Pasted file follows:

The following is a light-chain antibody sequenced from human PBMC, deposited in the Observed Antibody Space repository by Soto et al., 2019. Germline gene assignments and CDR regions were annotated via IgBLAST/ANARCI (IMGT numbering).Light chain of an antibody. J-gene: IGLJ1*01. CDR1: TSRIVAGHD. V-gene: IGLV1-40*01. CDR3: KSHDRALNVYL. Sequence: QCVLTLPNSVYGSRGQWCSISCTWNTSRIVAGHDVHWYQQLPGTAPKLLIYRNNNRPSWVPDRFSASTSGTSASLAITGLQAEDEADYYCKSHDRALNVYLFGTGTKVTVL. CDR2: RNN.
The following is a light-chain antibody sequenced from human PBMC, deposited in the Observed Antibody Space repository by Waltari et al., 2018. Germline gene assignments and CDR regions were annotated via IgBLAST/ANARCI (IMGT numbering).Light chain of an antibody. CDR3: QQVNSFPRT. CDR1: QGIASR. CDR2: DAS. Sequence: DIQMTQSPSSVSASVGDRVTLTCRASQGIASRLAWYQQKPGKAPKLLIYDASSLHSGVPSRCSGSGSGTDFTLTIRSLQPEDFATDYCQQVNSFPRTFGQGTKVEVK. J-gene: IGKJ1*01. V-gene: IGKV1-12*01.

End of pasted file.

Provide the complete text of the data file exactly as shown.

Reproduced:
The following is a light-chain antibody sequenced from human PBMC, deposited in the Observed Antibody Space repository by Soto et al., 2019. Germline gene assignments and CDR regions were annotated via IgBLAST/ANARCI (IMGT numbering).Light chain of an antibody. J-gene: IGLJ1*01. CDR1: TSRIVAGHD. V-gene: IGLV1-40*01. CDR3: KSHDRALNVYL. Sequence: QCVLTLPNSVYGSRGQWCSISCTWNTSRIVAGHDVHWYQQLPGTAPKLLIYRNNNRPSWVPDRFSASTSGTSASLAITGLQAEDEADYYCKSHDRALNVYLFGTGTKVTVL. CDR2: RNN.
The following is a light-chain antibody sequenced from human PBMC, deposited in the Observed Antibody Space repository by Waltari et al., 2018. Germline gene assignments and CDR regions were annotated via IgBLAST/ANARCI (IMGT numbering).Light chain of an antibody. CDR3: QQVNSFPRT. CDR1: QGIASR. CDR2: DAS. Sequence: DIQMTQSPSSVSASVGDRVTLTCRASQGIASRLAWYQQKPGKAPKLLIYDASSLHSGVPSRCSGSGSGTDFTLTIRSLQPEDFATDYCQQVNSFPRTFGQGTKVEVK. J-gene: IGKJ1*01. V-gene: IGKV1-12*01.